Alameda wins Bay Area city housing plan race

Nearly 40 percent of new housing to be built on former naval station

Alameda council member John Knox White and the Alameda Naval Air Station (Facebook, Getty, Alameda Point)
Alameda council member John Knox White and the Alameda Naval Air Station (Facebook, Getty, Alameda Point)

The city of Alameda became the first municipality in the Bay Area to adopt a housing element draft approved by the state. The plan narrowly passed with a vote of 3-2, with Mayor Marilyn Ashcraft, Vice Mayor Malia Vella and Councilmember John Knox White voting in favor and Councilmembers Herrera Spencer and Tony Daysog opposing.

“We are proud and appreciative for the work of our staff, volunteer boards and commission members and my colleagues Mayor Ezzy Ashcraft and Vice Mayor Malia Vella who rounded out the three votes that adopted the document,” Knox told TRD.

Failure to adopt a compliant housing element plan would leave cities open to developers invoking builder’s remedy. The 30-year-old legal provision in tate law aims to spur housing development across the state, and works by invoking a penalty on jurisdictions that fail to approve plans to achieve their state-directed housing goals.Cities that are out of compliance lose authority to stop housing developments that have 20 percent of units as affordable.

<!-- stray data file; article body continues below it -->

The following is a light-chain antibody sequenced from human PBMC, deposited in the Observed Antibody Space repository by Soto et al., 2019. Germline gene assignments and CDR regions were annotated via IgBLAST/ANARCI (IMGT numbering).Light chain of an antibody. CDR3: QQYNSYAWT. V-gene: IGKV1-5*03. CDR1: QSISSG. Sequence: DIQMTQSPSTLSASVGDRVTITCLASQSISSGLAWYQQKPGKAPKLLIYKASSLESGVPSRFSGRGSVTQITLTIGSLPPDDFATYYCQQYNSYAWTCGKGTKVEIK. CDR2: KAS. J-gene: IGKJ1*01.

During every eight-year cycle, cities across California have to meet designated housing goals. Alameda’s equals 5,353 housing units, with 39 percent of the future housing units designated for the Naval Air Station, which the city designated as a Priority Development Area. In the Alameda Port, 27 percent are on sites currently occupied by shopping centers, 24 percent will be on vacant or underutilized land near the Northern waterfront, and 10 percent will be built in current residential districts.

Shopping centers have been a focus for redevelopment in the Bay Area, with developers eyeing the decline in retail as an opportunity to build more in-demand housing.

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The city is rezoning certain areas to permit multifamily housing and residential densities of at least 30 units per acre. These changes conflict with a city ordinance, Article 26, which prohibits multiple dwelling units and sets a maximum residential density of one house per 2,000 square feet.

In November 2021, the state wrote to the city that “Article 26 provisions deny fair housing choices and are fundamentally contrary to affirmatively furthering fair housing.”

While Alameda was the first in the Bay Area with an approved housing plan, Emeryville is not far behind. The city will formally vote to adopt its plan at a special meeting on Dec. 12. The regional deadline for cities to have a housing element is Jan. 31.

“Emeryville understands the urgency of the housing crisis, and the need to cultivate and support new homes for people of all socioeconomic backgrounds and needs,” Mayor John Bauters said. “We moved this process effectively because our elected policy leadership and superior professional staff are unified under the same mission: to make housing in our communities more equitable, affordable, accessible and just.”

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